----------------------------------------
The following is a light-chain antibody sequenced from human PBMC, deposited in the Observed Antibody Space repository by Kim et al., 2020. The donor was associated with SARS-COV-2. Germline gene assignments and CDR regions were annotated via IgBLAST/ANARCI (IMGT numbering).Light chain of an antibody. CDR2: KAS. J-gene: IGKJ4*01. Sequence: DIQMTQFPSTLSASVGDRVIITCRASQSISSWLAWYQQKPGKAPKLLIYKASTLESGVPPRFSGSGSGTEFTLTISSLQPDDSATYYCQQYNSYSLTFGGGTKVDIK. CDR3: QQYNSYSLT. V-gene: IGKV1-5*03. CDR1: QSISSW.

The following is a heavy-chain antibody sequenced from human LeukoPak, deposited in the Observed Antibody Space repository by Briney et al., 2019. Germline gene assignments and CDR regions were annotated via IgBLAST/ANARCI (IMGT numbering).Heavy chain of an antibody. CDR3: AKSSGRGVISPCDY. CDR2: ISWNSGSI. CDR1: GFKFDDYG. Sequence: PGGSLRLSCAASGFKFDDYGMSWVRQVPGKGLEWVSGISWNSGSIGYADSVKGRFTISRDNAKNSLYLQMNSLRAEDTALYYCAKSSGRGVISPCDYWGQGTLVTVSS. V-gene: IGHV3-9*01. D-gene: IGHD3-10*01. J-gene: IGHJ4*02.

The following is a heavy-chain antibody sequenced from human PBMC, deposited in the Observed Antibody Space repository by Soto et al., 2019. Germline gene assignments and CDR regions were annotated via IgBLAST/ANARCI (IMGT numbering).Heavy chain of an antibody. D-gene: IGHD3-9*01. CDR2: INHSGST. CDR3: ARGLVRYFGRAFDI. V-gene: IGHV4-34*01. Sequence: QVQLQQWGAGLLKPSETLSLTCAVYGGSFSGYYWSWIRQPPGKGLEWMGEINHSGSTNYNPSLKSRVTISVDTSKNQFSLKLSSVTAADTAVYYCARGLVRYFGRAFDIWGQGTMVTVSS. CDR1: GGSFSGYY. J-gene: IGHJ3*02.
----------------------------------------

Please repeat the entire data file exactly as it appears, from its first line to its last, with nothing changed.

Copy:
The following is a light-chain antibody sequenced from human PBMC, deposited in the Observed Antibody Space repository by Kim et al., 2020. The donor was associated with SARS-COV-2. Germline gene assignments and CDR regions were annotated via IgBLAST/ANARCI (IMGT numbering).Light chain of an antibody. CDR2: KAS. J-gene: IGKJ4*01. Sequence: DIQMTQFPSTLSASVGDRVIITCRASQSISSWLAWYQQKPGKAPKLLIYKASTLESGVPPRFSGSGSGTEFTLTISSLQPDDSATYYCQQYNSYSLTFGGGTKVDIK. CDR3: QQYNSYSLT. V-gene: IGKV1-5*03. CDR1: QSISSW.

The following is a heavy-chain antibody sequenced from human LeukoPak, deposited in the Observed Antibody Space repository by Briney et al., 2019. Germline gene assignments and CDR regions were annotated via IgBLAST/ANARCI (IMGT numbering).Heavy chain of an antibody. CDR3: AKSSGRGVISPCDY. CDR2: ISWNSGSI. CDR1: GFKFDDYG. Sequence: PGGSLRLSCAASGFKFDDYGMSWVRQVPGKGLEWVSGISWNSGSIGYADSVKGRFTISRDNAKNSLYLQMNSLRAEDTALYYCAKSSGRGVISPCDYWGQGTLVTVSS. V-gene: IGHV3-9*01. D-gene: IGHD3-10*01. J-gene: IGHJ4*02.

The following is a heavy-chain antibody sequenced from human PBMC, deposited in the Observed Antibody Space repository by Soto et al., 2019. Germline gene assignments and CDR regions were annotated via IgBLAST/ANARCI (IMGT numbering).Heavy chain of an antibody. D-gene: IGHD3-9*01. CDR2: INHSGST. CDR3: ARGLVRYFGRAFDI. V-gene: IGHV4-34*01. Sequence: QVQLQQWGAGLLKPSETLSLTCAVYGGSFSGYYWSWIRQPPGKGLEWMGEINHSGSTNYNPSLKSRVTISVDTSKNQFSLKLSSVTAADTAVYYCARGLVRYFGRAFDIWGQGTMVTVSS. CDR1: GGSFSGYY. J-gene: IGHJ3*02.